Cleveland have carried the 'Indians' nickname for 105 years.
The move comes after the NFL's Washington team bowed to public pressure and announced it would change its name.
The issue of racial inequality was amplified this year by the voices of U.S. athletes following the high-profile deaths of Black people in police custody.
The decision is likely to be announced officially this week, US media reported, but the team is expected to continue to use their current name for the 2021 season before a transition in 2022.
The 105-year-old name has long faced criticism from Native American groups and some portions of the team’s fanbase.
Calls to move away from names that have roots in racial discrimination grew louder with the massive Black Lives Matter protests this summer, culminating in the Washington “Redskins” officially changing their name in July.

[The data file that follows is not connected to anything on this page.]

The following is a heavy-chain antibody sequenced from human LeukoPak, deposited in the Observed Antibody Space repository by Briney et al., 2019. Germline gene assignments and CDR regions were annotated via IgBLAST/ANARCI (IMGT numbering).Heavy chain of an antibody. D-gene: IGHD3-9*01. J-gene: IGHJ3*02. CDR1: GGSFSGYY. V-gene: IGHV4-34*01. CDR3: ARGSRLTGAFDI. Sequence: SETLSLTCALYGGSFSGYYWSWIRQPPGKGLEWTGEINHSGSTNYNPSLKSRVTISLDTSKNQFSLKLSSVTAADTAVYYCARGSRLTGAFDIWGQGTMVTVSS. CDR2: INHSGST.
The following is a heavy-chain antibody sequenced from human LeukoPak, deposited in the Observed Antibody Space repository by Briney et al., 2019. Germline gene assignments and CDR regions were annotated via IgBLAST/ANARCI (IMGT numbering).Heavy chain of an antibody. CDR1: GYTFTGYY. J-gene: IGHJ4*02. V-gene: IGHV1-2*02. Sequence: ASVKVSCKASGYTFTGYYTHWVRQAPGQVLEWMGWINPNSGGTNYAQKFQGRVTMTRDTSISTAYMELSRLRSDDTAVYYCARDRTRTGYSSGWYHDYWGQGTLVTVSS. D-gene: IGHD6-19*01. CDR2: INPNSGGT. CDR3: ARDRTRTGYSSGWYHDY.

President Donald Trump criticised the move, responding on Twitter: “Oh no! What is going on? This is not good news, even for 'Indians’. Cancel culture at work!”
In July, the Cleveland Indians announced that they were considering a name change after the police killing of George Floyd sparked a debate over racism in America.
“We are committed to making a positive impact in our community and embrace our responsibility to advance social justice and equality,” the team said in a statement at the time. “Our organisation fully recognises our team name is among the most visible ways in which we connect with the community.”
Join our new commenting forum
Join thought-provoking conversations, follow other Independent readers and see their replies